The Columbia Pacific Building and Construction Trades Council (CPBCTC) presented outgoing Oregon Health & Science University (OHSU) president Dr. Joe Robertson with a plaque July 10 in recognition of his work transforming Portland’s South Waterfront and Marquam Hill campus — using union labor.
Under Robertson’s leadership since 2006, OHSU experienced unprecedented growth. It built the Center for Health & Healing on the South Waterfront; the Collaborative Life Sciences Building and Skourtes Tower; and the Portland Aerial Tram, connecting OHSU’s South Waterfront and Marquam Hill campuses. It also has broken ground on the Knight Cancer Research Building, the Center for Health & Healing 2, and the Gary and Christine Rood Family Pavilion.
CPBCTC held its weekly meeting at the Center for Health & Healing South to make the special presentation to Robertson. Construction workers on the project were invited to attend.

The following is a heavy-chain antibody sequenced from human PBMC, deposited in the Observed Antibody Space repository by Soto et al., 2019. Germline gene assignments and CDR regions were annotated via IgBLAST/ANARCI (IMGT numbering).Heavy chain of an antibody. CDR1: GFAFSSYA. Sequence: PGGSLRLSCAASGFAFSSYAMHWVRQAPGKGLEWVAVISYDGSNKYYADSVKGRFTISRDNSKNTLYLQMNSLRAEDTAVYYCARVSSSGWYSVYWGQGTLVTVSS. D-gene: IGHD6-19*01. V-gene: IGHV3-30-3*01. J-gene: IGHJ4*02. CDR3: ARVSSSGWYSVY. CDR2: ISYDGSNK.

Willy Myers, executive secretary of the CPBCTC, told the Labor Press that OHSU’s more than $2.5 billion investment in construction has created 20 million hours of work, which has resulted in over $700 million paid in wages, about $200 million in pension contributions, about $200 million in health trust contributions, and almost $30 million in apprenticeship training contributions.
“This plaque is just a small token of our appreciation for what Dr. Robertson has done for our members,” Meyers said. “He’s a building trades champion.”
Robertson officially retired last October, shortly after being diagnosed with multiple sclerosis. He agreed to stay on as president while OHSU searched for his successor. His last day is July 31.
Robertson has worked at OHSU for nearly 40 years. He started as an ophthalmology resident before joining the faculty. He was named director of the Casey Eye Institute in 1997, then dean of the School of Medicine in 2003. The OHSU board of directors selected him as president in 2006.